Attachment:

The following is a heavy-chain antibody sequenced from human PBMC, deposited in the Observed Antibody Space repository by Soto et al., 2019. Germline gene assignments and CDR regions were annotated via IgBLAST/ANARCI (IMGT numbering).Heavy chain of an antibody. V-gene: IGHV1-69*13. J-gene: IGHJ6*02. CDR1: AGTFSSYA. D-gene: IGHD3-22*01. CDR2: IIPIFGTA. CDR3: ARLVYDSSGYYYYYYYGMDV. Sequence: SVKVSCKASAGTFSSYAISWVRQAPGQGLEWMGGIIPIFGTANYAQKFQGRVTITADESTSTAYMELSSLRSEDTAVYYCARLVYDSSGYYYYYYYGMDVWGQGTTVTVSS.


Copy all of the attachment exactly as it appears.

The following is a heavy-chain antibody sequenced from human PBMC, deposited in the Observed Antibody Space repository by Soto et al., 2019. Germline gene assignments and CDR regions were annotated via IgBLAST/ANARCI (IMGT numbering).Heavy chain of an antibody. V-gene: IGHV1-69*13. J-gene: IGHJ6*02. CDR1: AGTFSSYA. D-gene: IGHD3-22*01. CDR2: IIPIFGTA. CDR3: ARLVYDSSGYYYYYYYGMDV. Sequence: SVKVSCKASAGTFSSYAISWVRQAPGQGLEWMGGIIPIFGTANYAQKFQGRVTITADESTSTAYMELSSLRSEDTAVYYCARLVYDSSGYYYYYYYGMDVWGQGTTVTVSS.